Peasants and villagers in Zaire's richest province, now under attack by invaders, are leaving towns along the front lines almost deserted as they flee - not from the invaders but from the Zaire troops, representatives of a government they do not recognize.

Here in Mutshatsha, a town of 5,000 people only a few miles from the fighting, the residents shun the government troops. They scatter and hide when they see a government soldier and they refuse to provide food for the army.

Like the residents of many towns in Shaba Province, formerly called Katanga, they do not consider Zaire President Mobutu Sese Seko their leader. Mobutu is not popular here. The accepted leader is Daniel Tshombe, brother of the late Moise Tshombe, who led an unsuccessful Katangan secessionist movement in the 1960s.

The Zaire government charges that the Katangan invaders, after crossing into Zaire from Angola, are getting local support, mainly food and shelter, from the same towns that spurn the government soldiers. This comes as no suprise to observers aware of the long dispute over authority in the area.

The current tensions here reflect the depth of one of the biggest problems on the African continent: tribalism. Zaire is one of the chrinic cases, with an estimated 200 tribes and subtribes and more than 700 local dialets.

The Lunda tribe, which dominates in this southeastern section of Zaire, is fiercey independent. It has opposed the government since the former Belgian Congo gained independence in 1960.

The Lunda have never recognized Zaire's national boundaries. For centuries their "nation" has been a 15,000-square-mile area that spreads across parts of Zaire, Angola and Zambia.

The Zaire government charged last week that the Katangans are traitors because they fled to Angola after the failure of the secessionist movement and allegedly became, Angola citizene. The Lauda do not agree. They contend that they have always moved freely in and out of countries, following tribal, not international boundaries.

Two weeks ago this picturesque town deep in the heart of Zaire's rich mineral belt was hustling with activity, most of the residents working on corn, manioe and peanut crops, or at the railroad station on the Bonguela line, one of Africa's most important railways.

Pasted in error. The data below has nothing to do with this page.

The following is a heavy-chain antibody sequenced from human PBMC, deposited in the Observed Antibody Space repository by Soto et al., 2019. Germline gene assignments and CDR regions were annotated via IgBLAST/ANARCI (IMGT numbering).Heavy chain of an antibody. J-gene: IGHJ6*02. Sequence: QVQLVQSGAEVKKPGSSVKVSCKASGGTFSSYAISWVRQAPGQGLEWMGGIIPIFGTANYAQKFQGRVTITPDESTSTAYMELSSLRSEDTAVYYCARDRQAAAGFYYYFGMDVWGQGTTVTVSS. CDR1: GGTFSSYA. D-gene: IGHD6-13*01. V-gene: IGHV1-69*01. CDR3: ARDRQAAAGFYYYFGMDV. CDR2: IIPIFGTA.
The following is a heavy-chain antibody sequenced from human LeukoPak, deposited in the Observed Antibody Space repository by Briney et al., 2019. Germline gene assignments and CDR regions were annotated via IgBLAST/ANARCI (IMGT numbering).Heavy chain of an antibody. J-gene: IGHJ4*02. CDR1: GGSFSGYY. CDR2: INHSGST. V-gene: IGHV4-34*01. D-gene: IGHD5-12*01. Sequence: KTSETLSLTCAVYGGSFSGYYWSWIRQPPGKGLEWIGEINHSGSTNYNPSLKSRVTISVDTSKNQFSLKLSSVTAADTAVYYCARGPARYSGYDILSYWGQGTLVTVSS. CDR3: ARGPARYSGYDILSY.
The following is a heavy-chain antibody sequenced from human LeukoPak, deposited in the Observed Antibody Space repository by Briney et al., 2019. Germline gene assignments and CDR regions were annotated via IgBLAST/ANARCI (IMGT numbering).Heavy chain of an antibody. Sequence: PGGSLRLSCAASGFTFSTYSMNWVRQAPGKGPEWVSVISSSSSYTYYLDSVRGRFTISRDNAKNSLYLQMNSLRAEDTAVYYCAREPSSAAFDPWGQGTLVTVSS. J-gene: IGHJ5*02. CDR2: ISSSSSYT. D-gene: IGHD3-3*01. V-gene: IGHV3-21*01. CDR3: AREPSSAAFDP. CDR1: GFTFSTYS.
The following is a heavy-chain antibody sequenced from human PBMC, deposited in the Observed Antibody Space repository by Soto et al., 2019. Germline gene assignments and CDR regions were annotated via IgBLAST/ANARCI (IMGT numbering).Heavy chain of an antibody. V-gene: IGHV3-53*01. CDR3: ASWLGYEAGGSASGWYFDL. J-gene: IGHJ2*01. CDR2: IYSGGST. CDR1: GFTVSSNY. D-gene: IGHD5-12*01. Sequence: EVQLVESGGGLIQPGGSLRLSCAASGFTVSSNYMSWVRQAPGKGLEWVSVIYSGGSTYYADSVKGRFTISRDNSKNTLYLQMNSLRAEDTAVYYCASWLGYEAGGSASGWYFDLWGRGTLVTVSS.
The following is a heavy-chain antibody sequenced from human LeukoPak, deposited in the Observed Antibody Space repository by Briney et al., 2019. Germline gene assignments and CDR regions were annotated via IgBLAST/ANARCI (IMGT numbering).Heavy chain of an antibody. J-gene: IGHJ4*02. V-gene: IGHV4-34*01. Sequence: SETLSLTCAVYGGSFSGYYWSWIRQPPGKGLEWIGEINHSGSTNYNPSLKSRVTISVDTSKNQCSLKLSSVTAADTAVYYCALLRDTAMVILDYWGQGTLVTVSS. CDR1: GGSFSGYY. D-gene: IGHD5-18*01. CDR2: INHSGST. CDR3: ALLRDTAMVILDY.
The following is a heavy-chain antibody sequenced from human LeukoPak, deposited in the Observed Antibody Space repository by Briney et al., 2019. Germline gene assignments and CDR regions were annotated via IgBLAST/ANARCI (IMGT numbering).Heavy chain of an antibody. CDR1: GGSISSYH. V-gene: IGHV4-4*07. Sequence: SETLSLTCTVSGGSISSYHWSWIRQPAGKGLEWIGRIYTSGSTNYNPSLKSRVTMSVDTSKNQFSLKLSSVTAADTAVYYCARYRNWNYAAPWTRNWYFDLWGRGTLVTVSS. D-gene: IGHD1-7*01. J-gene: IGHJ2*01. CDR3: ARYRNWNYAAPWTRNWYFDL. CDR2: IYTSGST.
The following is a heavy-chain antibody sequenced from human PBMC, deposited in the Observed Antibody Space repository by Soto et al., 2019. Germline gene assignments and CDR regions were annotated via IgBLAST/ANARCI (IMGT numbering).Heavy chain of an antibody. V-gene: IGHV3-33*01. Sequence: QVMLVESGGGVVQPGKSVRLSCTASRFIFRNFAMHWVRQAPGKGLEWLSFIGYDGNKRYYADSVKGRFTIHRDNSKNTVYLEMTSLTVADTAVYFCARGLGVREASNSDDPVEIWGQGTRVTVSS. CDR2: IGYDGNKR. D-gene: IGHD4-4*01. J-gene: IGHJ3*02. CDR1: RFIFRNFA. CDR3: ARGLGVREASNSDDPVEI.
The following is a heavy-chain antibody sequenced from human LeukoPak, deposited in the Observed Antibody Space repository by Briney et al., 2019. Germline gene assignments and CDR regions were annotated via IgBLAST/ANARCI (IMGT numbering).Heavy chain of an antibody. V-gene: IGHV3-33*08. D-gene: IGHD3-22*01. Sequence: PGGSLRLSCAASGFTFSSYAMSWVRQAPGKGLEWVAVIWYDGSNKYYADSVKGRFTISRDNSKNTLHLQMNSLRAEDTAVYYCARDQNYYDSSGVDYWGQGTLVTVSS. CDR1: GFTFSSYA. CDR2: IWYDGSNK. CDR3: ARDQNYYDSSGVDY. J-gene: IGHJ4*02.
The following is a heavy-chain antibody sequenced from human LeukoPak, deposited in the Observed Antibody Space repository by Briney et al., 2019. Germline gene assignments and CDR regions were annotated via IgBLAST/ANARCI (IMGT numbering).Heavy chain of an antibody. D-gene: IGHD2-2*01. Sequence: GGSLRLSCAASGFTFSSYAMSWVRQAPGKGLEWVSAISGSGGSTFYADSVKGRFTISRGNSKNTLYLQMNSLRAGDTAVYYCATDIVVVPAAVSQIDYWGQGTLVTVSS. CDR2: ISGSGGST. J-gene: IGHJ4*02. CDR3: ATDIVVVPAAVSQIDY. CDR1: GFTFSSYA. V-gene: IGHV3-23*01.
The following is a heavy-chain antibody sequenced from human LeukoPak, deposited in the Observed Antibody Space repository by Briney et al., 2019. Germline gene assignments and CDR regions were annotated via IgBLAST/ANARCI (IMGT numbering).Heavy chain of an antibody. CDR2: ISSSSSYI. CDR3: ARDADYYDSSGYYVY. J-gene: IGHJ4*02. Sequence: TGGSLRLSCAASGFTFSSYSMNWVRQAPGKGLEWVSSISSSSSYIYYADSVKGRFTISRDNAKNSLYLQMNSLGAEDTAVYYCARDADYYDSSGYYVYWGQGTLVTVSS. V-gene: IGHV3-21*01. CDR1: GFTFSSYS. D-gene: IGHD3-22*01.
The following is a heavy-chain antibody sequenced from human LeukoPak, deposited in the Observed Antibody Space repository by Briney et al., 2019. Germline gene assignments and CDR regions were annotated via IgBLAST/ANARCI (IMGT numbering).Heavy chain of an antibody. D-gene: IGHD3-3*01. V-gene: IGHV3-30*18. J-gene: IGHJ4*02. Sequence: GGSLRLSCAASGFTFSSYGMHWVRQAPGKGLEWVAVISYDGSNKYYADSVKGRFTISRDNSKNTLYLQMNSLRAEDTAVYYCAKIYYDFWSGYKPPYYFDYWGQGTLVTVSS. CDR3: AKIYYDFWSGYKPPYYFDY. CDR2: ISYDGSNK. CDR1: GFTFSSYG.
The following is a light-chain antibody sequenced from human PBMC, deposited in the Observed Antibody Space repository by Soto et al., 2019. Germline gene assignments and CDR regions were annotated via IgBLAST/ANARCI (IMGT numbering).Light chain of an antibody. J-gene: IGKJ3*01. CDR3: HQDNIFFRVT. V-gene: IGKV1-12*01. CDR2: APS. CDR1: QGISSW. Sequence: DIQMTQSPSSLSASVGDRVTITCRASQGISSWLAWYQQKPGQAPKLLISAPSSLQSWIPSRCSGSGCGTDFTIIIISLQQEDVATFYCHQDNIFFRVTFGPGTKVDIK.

Now the town is almost deserted. There are more army troops than residents. The main activities center around the battle a few miles away.

The dramatic change is due to a surprise attack this month by men who used to police the area for Gov. Moise Tshombe. For 14 years, since the end of Tshombe's attempt to secede from Zaire, these men, known as the katangan gendarmes, have lived in exile in neighboring Angola.

On March 8 they came back, in another fear the milicant Katangans. They are running from the government troops men of aliens and other regions of the east central African country.

The leader of the Lunda is the Mwanti Yau Bumb Muteb - better known as Daniel Tshombe. The title translates, he wrote in a Kolwezi hotel registry last week, as "emperor, Lunda kingdom of Zaire, Angola and Zambia."

Tshombe is much more popular than Mobutu in this region. During Mobutu's five-hour visit to Kolwezi Saturday, signs throughout the town declared: "Mobutu: our only guide, our only spirit, our only salvation." Within hours after the president's departure, the signs were taken down.

The local government brought the younger Tshombe in for the Mobutu tour in order to insure crowds for the president - and to impress journalists who accompanied Mobutu.

The Tshombe family's fate in recent years helps explain the growing divisions in this region. Moise died in Algiers in 1969 under strange circumstances two years after he was kidnaped in Europe and flown to Algiers in a hijacked charter plane.

David Tshombe, the Lunda tribe's next emperor, died in 1975 of poisoning under mysterious circumstances. Some local Africans blamed the Zaire government, although there was never any proof.

Daniel Tshombe has had repeated battles with officials. Since he came to power four years ago, the wealthy businessman - he owns transport services and a chain of stores built up by his father - has seen his power slowly taken away from him.

He charged recently that the government is plotting to wipe him out completely by using his services, but delaying payment. The bill has reached several hundred thousand dollars over the past few years, associates claim.

Tshombe backers also believe the Mobutu government has attempted to hinder development of the Lunda region by denying funds. Although Shaba Province's mineral wealth provides more than 70 per cent of Zaire's foreign exchange and about 60 per cent of its exports, little of this revenue has been channeled back, they say.